Oak House, Monmouth

From Wikipedia, the free encyclopedia
Jump to navigation Jump to search
Oak House
Monmouth Oak House Front.JPG
Oak House, Monmouth
General information
Address 6 Monk Street
Town or city Monmouth
Country Wales
Coordinates 51°48′50″N 2°42′47″W / 51.813962°N 2.71296°W / 51.813962; -2.71296Coordinates: 51°48′50″N 2°42′47″W / 51.813962°N 2.71296°W / 51.813962; -2.71296
Current tenants British Telecom
Completed 1846 (1846)
Design and construction
Architect George Vaughan Maddox
Designations Type II Listed Building, since 15 August 1974

Oak House is a Grade II Listed building in Monk Street Monmouth, Wales.

History[edit]

The house was designed by George Vaughan Maddox and built in 1846.[1][2]

On the 1881 census the head of Oak House was a George Willis, Magistrate Of Borough & County of Monmouth and a General Practitioner L.R.C.S. M.D. Glasgow. He was born in Ireland in about 1829 and was still occupying the house in the 1891 census listed as a Doctor Of Medicine and Magistrate. He died 15 September 1898. His obituary in The Morning Post newspaper said he had been Mayor of Monmouth three times and was a founder of Monmouth Hospital.[3][4] [5] Lloyd Grant Smith another medical practitioner was listed in the 1901 and 1911 Census as head of the household. He was born about 1860 in Birkenhead, Cheshire. Alice Smith was his Wife and was born about 1868. The 1911 census information included the house had thirteen rooms (1911 Census excluding rooms: Scullery, Landing, Lobby, Closet Bathroom, Warehouse, Office and Shop). [6] [7]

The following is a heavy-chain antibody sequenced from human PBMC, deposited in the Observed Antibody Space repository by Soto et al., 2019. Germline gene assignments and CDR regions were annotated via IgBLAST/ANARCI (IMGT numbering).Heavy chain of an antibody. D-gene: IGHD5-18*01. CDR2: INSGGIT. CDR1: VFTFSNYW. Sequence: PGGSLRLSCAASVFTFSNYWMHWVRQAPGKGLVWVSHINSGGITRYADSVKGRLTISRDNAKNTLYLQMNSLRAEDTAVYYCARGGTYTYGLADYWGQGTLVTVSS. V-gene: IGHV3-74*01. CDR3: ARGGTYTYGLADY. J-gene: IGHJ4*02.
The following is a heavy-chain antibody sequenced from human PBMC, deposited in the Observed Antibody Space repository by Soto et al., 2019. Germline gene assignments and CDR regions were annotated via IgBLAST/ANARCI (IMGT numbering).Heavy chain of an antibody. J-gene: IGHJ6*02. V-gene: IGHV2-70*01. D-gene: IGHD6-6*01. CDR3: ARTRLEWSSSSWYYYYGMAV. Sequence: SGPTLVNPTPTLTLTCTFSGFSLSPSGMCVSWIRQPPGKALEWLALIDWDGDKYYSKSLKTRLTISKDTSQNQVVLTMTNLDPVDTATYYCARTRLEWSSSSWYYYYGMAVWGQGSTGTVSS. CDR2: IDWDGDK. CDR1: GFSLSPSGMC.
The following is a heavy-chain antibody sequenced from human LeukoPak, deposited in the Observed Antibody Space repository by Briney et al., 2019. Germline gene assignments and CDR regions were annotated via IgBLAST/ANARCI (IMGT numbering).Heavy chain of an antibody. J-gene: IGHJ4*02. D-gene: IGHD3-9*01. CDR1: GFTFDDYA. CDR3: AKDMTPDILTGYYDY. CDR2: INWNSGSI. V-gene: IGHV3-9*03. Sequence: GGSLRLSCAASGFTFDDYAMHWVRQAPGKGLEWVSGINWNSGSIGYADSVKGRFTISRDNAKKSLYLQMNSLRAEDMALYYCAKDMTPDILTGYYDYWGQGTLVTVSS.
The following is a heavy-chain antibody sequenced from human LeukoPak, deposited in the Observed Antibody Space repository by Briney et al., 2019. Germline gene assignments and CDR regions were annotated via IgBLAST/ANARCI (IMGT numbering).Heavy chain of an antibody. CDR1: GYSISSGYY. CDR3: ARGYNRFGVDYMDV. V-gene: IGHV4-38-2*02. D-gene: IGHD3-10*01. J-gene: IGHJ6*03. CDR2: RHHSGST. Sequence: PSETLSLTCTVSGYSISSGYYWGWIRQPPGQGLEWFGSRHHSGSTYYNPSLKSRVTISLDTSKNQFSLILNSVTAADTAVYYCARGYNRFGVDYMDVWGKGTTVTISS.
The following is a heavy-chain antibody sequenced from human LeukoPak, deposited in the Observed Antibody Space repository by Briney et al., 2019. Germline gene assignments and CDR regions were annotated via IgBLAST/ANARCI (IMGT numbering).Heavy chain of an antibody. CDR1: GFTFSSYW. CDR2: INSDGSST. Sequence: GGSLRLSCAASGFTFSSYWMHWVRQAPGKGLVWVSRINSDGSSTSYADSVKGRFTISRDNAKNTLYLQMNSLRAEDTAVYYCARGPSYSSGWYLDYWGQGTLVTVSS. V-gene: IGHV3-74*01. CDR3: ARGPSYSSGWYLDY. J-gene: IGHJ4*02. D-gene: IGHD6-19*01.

The garden and house became home to Monmouth's Telephone Exchange in 1902 when thanks to the intervention of J. A. Rolls the treasury granted money for Monmouth's new telephone exchange.[8] Keith Kissack in his book Monmouth and its Buildings remarking about the telephone exchange said that 'some dreadful buildings replacing the garden'. [1]

Bats[edit]

Around 100 Pipistrelle bats were found to be living in the building when engineers went to inspect the building in 2006.[9]

Renovation[edit]

Plans were made in 2010 and work was due to start in 2011 to restore the building into a single-family dwelling house including the demolition of the attached redundant modern telephone exchange building by the end of 2012. This includes renovation repair, alterations of the existing listed building to form a four-bedroom house and new building extension of a single-storey service wing and orangey with a two-storey garage/studio. Also the re-instatement of the domestic garden[10][11]

Gallery[edit]

Notes[edit]

  1. ^ a b Keith Kissack, Monmouth and its Buildings, Logaston Press, 2003, ISBN 1-904396-01-1, p.59
  2. ^ "Walking in Monmouth, Monmouthshire and The Wye Valley". The Monmouth Website. Retrieved 1 March 2012.
  3. ^ Census in the United Kingdom, United States Census, 1881; Monmouth, Monmouthshire; page 4, line 4, enumeration district District 2. Retrieved on 1 March 2012.
  4. ^ Census in the United Kingdom, United States Census, 1891; Monmouth, Monmouthshire; page 1, line 1, enumeration district District 2. Retrieved on 1 March 2012.
  5. ^ "Dr George Willis", The Morning Post (London, England), p. 5, 16 September 1898 |access-date= requires |url= (help)
  6. ^ Census in the United Kingdom, United States Census, 1911; Monmouth, Monmouthshire; page 1, line 1, enumeration district District 2. Retrieved on 1 March 2012.
  7. ^ Census in the United Kingdom, United States Census, 1901; Monmouth, Monmouthshire; page 40, line 8, enumeration district District 2. Retrieved on 1 March 2012.
  8. ^ Keith Kissack, Victorian Monmouth, The Monmouth Historical and Educational trust, ISBN 0-9503386-2-1, page 166
  9. ^ "Bats make telephone exchange home". BBC. Retrieved 1 March 2012.
  10. ^ "Monmouth Town Council - Planning Committee" (PDF). Monmouth Town Council. 2010-05-24. Retrieved 2012-03-01.
  11. ^ "Monmouth Town Council - Planning Committee" (PDF). Monmouth Town Council. 2010-06-07. Retrieved 2012-03-01.